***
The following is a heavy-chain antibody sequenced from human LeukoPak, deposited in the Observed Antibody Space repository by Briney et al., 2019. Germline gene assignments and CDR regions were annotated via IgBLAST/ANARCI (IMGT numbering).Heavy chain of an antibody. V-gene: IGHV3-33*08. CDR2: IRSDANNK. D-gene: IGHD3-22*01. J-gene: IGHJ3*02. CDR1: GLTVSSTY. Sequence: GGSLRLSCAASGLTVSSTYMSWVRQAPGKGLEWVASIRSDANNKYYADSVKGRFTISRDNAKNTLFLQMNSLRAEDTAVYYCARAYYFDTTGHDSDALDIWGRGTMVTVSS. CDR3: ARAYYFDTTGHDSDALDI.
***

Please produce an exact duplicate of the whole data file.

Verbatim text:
The following is a heavy-chain antibody sequenced from human LeukoPak, deposited in the Observed Antibody Space repository by Briney et al., 2019. Germline gene assignments and CDR regions were annotated via IgBLAST/ANARCI (IMGT numbering).Heavy chain of an antibody. V-gene: IGHV3-33*08. CDR2: IRSDANNK. D-gene: IGHD3-22*01. J-gene: IGHJ3*02. CDR1: GLTVSSTY. Sequence: GGSLRLSCAASGLTVSSTYMSWVRQAPGKGLEWVASIRSDANNKYYADSVKGRFTISRDNAKNTLFLQMNSLRAEDTAVYYCARAYYFDTTGHDSDALDIWGRGTMVTVSS. CDR3: ARAYYFDTTGHDSDALDI.